Alan Rickman’s filmography puts him among the contemporary greats.
Big-budget action films, fantasy films, even cartoons – he’s done it all.
You might have seen him as Colonel Brandon in Sense & Sensibility or as criminal mastermind Hans Gruber in Die Hard. He was the straying husband Harry in Love Actually, the genocidal Australian station owner Elliott Marston in Quigley Down Under, and for variety there was Marvin the robot, Ronald Reagan and Severus Snape in the Harry Potter series.
But if there is one talent apparent in all his work, it is his capacity to deliver the character-defining one-liners. He even has a dry quip when congratulated on his mastery of the short, sharp put down.
“Thank you, I’ll put that in Spotlight,” he says, referring to the UK casting website.
Yet he is careful to give the credit to others.
“If it’s a one-line zinger, somebody wrote it and that means you’re very grateful always for good writers. Nobody can make terrible writing work. It’s not a conscious thing. You see a great line and some instinct tells you how to say it. I think it’s true for all actors.”
That may be so, but it is more true for some than others. Even when we compliment him on his new film, he answers as only he could.
“I’ll know if you’re lying.”
Dunking a pregnant Kate
Rickman is promoting A Little Chaos, the period tale of a French landscape gardener working for King Louis XIV on the construction of the palace at Versailles, which he co-wrote, directed and stars in.
Kate Winslet plays Sabine the landscaper. Rickman always knew he wanted her for the role.
“I knew she would be interested in playing a survivor and an independent spirit … and she also quite likes getting wet and dirty.”
That said, she had a surprise for Rickman soon after they began.
“She took me aside – I think we were two weeks into shooting – she said: ‘Alan, sit down for a minute. I’m nine weeks pregnant’. She did not know that at the beginning of filming. But she said: ‘Don’t worry, I have easy pregnancies’. Then we forgot about it.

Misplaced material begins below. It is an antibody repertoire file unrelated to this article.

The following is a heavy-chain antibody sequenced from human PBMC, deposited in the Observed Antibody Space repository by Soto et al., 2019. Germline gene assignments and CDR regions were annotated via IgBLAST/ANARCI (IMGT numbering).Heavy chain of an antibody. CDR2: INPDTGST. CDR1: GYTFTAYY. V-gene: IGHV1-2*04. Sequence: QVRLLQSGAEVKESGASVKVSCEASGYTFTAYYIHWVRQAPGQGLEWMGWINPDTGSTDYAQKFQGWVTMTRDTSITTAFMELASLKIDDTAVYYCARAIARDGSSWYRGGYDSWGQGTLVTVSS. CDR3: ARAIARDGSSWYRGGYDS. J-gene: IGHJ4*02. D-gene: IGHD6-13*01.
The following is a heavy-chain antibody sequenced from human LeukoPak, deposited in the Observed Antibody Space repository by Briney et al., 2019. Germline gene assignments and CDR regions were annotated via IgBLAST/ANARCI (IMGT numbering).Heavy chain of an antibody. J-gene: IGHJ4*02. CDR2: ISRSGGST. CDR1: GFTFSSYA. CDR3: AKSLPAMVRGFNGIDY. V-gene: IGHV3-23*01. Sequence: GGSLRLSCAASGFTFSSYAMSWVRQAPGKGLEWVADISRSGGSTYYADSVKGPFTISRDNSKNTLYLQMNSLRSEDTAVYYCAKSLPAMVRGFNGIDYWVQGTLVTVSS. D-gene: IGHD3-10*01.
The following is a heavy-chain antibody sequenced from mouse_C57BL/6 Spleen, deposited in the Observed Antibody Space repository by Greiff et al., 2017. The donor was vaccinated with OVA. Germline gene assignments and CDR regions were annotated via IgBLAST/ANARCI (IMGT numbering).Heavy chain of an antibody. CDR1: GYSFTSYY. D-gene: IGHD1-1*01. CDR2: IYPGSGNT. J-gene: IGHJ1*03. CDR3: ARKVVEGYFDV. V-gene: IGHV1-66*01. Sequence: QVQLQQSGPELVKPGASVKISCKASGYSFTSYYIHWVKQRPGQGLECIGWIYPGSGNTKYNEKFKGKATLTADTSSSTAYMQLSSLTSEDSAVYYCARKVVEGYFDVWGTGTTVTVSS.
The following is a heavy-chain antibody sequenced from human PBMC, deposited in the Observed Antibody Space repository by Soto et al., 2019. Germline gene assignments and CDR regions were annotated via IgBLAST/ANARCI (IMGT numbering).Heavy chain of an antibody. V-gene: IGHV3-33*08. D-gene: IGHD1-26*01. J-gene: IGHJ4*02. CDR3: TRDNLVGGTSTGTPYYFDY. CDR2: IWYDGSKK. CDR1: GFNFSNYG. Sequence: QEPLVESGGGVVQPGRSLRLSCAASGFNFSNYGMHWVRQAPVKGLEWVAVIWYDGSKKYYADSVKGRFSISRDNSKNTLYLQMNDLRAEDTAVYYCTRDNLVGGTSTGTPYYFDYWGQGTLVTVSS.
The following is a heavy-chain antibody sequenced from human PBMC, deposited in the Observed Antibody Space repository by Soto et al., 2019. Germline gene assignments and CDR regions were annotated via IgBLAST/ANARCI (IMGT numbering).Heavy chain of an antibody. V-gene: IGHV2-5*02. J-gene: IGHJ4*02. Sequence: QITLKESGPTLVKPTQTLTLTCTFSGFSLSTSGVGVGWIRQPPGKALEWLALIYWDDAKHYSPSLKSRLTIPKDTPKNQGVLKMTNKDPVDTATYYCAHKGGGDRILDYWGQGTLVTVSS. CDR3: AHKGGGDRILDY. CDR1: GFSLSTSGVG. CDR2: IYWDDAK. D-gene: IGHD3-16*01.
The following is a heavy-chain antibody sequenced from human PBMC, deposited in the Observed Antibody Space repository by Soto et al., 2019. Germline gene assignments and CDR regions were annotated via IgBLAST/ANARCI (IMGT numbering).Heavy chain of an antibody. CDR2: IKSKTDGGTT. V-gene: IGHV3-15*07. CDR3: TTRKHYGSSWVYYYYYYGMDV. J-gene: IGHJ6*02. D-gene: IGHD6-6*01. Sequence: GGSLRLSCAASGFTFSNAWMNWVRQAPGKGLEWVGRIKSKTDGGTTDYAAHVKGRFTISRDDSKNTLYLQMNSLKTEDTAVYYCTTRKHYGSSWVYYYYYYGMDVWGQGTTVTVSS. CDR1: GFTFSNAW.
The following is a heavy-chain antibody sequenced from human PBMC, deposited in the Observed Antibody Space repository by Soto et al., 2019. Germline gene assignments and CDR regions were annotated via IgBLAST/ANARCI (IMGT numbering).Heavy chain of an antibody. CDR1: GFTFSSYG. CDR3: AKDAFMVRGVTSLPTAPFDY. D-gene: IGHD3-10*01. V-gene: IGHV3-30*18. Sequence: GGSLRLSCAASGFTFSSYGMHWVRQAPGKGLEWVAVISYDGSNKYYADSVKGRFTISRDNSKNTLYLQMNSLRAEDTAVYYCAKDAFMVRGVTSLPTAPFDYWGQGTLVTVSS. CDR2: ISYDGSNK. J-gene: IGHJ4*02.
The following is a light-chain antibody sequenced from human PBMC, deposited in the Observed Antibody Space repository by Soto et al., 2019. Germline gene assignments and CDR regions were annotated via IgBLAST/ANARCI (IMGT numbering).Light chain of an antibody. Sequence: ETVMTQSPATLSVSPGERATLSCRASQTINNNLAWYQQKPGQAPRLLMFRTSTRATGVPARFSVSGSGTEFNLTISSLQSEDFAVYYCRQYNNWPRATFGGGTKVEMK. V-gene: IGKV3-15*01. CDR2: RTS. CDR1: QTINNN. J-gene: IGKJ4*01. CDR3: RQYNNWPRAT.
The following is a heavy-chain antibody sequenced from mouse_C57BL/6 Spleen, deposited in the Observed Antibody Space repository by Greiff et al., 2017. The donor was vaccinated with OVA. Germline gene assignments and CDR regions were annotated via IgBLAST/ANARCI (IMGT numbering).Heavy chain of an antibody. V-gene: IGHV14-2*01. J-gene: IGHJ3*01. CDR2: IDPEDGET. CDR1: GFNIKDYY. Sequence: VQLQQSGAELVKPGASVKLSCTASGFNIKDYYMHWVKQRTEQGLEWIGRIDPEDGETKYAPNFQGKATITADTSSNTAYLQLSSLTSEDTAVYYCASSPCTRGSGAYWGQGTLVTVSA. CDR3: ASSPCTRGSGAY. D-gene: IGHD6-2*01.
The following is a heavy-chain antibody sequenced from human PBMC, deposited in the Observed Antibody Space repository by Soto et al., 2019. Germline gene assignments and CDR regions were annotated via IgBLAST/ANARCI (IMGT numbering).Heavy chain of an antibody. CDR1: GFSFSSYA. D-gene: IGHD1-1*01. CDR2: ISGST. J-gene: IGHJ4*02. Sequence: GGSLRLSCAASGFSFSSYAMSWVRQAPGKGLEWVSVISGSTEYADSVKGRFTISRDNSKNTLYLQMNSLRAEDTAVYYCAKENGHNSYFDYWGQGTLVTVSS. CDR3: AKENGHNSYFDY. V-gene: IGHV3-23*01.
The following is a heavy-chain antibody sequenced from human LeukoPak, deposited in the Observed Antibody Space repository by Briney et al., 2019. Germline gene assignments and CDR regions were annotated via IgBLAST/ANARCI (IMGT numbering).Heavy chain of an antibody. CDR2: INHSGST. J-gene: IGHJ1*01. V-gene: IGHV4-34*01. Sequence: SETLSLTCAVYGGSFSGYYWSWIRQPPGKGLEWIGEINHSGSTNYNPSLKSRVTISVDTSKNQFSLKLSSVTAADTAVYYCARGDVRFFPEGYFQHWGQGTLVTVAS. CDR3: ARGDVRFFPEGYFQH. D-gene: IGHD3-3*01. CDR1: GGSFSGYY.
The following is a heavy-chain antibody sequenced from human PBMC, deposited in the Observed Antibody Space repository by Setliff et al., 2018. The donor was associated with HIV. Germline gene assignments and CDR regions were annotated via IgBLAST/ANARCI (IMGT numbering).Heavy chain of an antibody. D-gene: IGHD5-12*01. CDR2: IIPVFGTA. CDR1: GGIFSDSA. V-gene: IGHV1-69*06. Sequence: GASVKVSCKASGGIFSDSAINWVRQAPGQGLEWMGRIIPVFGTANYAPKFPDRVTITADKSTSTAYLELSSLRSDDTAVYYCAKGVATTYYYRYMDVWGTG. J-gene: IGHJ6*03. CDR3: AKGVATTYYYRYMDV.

“Except I didn’t forget about it when we had to throw her into cold water at one o’clock in the morning. I was very nervous about it. But she said don’t worry. And I have a picture of her at one o’clock in the morning up to her neck in the water with a towel around her head holding a hot water bottle and laughing. So I guess she meant it when she said she enjoyed it.”
He also found a way to enjoy directing and playing one of the leads by using one role to inform the other.
“In a way if you’re playing Louis XIV, you’re playing one of the great movie directors of all time. Maybe he was just making a big movie in his head and no one had invented the movies yet, so he built Versailles instead.”
‘Don’t call me a villain’
Many think of Alan Rickman as the ultimate arch-villain, yet he resists the tag, noting that “there’s only characters in me, there’s not any of those labels”.
He is equally forthright in dismissing the suggestion that there is, or ever have been, stereotypical roles for English actors, such as in the 1980s when the conventional wisdom was that they could only play villains in Hollywood.
“The trouble with stereotypes,” he explains, “is they kind of get scraped up off the floor of somewhere or other. That’s why they’re there to be destroyed.
“Whenever someone talks about British stereotypes you think, let’s just count up the roles that Robert De Niro has played and see how many of those are sweethearts? Or Edward G Robinson?”
Rickman recognises only two of his roles as villains: Hans Gruber and the Sheriff of Nottingham.
“I’d say two because Snape is not. He’s a good guy,” he insists.
While Sir Alec Guinness famously protested that he was more than Obi Wan Kenobi, Rickman is more than happy for people to just know him as Snape.
“It’s ok,” he says. “If you talk about that series of films, he’s quite a complicated person.”
The spoilers come thick and fast once we ponder if he would ever return to the Potterverse.
“I’m very dead.”
In a world of magic, death doesn’t seem to be all that final, we protest.
“It’s hard to come back from.”
A Little Chaos is in cinemas now